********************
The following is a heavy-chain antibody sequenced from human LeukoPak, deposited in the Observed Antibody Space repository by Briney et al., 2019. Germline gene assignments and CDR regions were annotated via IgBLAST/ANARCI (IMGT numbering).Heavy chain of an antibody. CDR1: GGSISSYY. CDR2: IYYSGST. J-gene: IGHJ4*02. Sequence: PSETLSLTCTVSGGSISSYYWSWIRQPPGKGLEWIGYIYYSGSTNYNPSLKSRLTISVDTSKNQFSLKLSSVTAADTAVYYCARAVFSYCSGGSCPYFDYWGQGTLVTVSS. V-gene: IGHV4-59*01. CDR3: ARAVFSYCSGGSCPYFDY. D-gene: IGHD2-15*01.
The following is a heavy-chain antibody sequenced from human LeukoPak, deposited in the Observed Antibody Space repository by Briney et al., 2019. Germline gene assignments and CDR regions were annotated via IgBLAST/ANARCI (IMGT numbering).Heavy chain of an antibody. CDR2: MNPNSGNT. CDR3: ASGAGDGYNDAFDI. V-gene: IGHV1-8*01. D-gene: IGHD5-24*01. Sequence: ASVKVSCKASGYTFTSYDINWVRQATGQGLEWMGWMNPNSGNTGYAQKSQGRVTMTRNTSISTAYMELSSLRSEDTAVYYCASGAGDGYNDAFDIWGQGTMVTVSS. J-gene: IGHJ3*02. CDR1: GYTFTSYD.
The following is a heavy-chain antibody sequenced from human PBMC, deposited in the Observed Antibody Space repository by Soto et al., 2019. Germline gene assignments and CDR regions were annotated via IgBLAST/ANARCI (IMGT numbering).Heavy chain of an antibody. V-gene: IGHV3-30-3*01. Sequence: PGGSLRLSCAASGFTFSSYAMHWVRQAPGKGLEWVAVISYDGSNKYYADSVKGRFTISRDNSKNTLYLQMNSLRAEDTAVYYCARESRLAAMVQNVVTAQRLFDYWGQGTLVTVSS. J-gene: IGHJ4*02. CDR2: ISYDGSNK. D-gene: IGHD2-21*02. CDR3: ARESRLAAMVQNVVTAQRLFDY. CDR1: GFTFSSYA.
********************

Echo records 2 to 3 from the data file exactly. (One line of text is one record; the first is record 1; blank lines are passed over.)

The following is a heavy-chain antibody sequenced from human LeukoPak, deposited in the Observed Antibody Space repository by Briney et al., 2019. Germline gene assignments and CDR regions were annotated via IgBLAST/ANARCI (IMGT numbering).Heavy chain of an antibody. CDR2: MNPNSGNT. CDR3: ASGAGDGYNDAFDI. V-gene: IGHV1-8*01. D-gene: IGHD5-24*01. Sequence: ASVKVSCKASGYTFTSYDINWVRQATGQGLEWMGWMNPNSGNTGYAQKSQGRVTMTRNTSISTAYMELSSLRSEDTAVYYCASGAGDGYNDAFDIWGQGTMVTVSS. J-gene: IGHJ3*02. CDR1: GYTFTSYD.
The following is a heavy-chain antibody sequenced from human PBMC, deposited in the Observed Antibody Space repository by Soto et al., 2019. Germline gene assignments and CDR regions were annotated via IgBLAST/ANARCI (IMGT numbering).Heavy chain of an antibody. V-gene: IGHV3-30-3*01. Sequence: PGGSLRLSCAASGFTFSSYAMHWVRQAPGKGLEWVAVISYDGSNKYYADSVKGRFTISRDNSKNTLYLQMNSLRAEDTAVYYCARESRLAAMVQNVVTAQRLFDYWGQGTLVTVSS. J-gene: IGHJ4*02. CDR2: ISYDGSNK. D-gene: IGHD2-21*02. CDR3: ARESRLAAMVQNVVTAQRLFDY. CDR1: GFTFSSYA.